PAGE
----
Ramm said detectives likely started by looking closely at the museum itself.
"The only way that these things happen is if the robbers have got really good inside information," he explained. "You've got to know that there aren't, for example, laser beams across the room, you've got to know that there aren't pressure sensitive tabs around the place. It is extremely risky to do what they did.
"It is conceivable that they've done extended research on the building," Ramm said.
Saxony's State Prosecutor's office said in March 2020 it was investigating four security personnel from the museum. Last week, the State Prosecutor's office told CNN the investigation is ongoing. A spokesperson said a criminal complaint was lodged against two guards by a private individual, alleging they "did not react adequately and prevent the robbery."
He said two other security guards were investigated. One was suspected of handing documents about the Green Vault and its security systems to the perpetrators and was arrested four days after the heist. The other guard was released following an investigation, he said.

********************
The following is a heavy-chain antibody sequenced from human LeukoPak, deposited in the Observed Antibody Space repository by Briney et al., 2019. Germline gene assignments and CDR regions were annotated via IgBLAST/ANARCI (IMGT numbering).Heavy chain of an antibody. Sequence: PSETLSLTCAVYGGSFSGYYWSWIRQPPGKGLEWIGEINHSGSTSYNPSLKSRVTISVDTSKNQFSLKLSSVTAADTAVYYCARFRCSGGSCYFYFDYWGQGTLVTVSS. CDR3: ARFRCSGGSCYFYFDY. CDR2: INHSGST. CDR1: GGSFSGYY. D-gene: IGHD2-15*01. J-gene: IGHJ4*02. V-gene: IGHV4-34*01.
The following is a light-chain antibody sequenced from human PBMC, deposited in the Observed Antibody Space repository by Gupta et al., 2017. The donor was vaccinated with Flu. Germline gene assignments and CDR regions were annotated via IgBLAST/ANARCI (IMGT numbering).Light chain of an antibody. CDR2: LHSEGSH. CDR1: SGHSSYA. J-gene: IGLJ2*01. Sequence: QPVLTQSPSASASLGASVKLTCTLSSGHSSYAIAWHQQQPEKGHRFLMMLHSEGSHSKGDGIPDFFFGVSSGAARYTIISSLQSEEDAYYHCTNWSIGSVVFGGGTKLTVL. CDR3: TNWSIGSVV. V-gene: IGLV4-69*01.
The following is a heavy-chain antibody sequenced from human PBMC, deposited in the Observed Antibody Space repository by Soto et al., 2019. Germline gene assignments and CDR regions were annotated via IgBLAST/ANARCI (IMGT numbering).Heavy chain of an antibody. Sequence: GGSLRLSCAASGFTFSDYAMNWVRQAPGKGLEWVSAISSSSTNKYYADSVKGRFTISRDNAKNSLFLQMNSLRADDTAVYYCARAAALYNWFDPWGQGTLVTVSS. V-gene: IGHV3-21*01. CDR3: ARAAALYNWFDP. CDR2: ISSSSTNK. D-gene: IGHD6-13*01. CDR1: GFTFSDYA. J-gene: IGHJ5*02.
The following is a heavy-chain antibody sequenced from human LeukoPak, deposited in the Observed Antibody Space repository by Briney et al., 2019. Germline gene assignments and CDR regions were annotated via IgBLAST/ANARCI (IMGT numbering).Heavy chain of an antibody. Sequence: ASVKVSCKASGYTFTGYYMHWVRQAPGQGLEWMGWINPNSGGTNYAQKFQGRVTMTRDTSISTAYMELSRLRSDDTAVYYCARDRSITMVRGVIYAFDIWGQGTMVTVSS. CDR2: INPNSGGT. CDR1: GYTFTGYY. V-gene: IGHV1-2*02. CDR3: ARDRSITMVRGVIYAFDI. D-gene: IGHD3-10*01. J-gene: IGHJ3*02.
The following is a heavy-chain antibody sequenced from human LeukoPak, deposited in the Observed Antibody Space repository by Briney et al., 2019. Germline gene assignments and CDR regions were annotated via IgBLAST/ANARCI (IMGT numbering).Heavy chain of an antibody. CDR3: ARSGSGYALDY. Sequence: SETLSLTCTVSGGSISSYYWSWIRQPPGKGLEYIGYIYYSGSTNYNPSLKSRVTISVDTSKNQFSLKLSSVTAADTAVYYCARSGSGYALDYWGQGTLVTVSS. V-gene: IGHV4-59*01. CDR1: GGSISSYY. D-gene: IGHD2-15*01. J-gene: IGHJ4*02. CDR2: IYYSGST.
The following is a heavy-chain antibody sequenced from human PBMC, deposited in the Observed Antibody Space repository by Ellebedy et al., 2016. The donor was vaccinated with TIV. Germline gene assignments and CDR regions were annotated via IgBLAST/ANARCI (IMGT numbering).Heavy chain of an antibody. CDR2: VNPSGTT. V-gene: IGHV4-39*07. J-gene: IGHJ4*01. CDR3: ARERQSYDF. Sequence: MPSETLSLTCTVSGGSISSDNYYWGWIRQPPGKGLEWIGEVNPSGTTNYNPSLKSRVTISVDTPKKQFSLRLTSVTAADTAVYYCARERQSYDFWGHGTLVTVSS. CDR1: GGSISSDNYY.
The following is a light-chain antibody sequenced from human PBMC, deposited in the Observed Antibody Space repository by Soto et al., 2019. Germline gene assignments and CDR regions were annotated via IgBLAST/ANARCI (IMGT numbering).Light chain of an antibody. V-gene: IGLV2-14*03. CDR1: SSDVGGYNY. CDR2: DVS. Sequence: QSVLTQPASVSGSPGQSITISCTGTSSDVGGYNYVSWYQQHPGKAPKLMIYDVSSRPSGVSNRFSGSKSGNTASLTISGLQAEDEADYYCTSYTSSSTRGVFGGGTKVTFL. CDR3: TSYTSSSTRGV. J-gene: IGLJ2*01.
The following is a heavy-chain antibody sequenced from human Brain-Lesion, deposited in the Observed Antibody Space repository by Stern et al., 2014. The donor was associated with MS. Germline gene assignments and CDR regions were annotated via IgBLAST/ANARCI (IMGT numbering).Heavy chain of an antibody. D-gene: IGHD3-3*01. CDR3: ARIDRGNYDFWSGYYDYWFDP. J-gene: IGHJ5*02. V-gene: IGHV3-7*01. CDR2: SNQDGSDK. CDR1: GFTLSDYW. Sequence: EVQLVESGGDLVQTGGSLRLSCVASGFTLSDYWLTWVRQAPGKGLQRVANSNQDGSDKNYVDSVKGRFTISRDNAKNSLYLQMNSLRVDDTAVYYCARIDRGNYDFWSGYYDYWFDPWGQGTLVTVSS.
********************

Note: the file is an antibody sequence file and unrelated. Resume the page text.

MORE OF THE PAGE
The spokesperson added that a fourth guard was being investigated as "there is evidence of an action in relation to the alarm system, which could have facilitated the theft."
By September 2020, police said they had received hundreds of tip-offs and searched several Berlin properties believed to be connected to the robbery.
They also found out more about the getaway car -- including where it had been resprayed or refoiled -- and released a composite image of one of the suspects.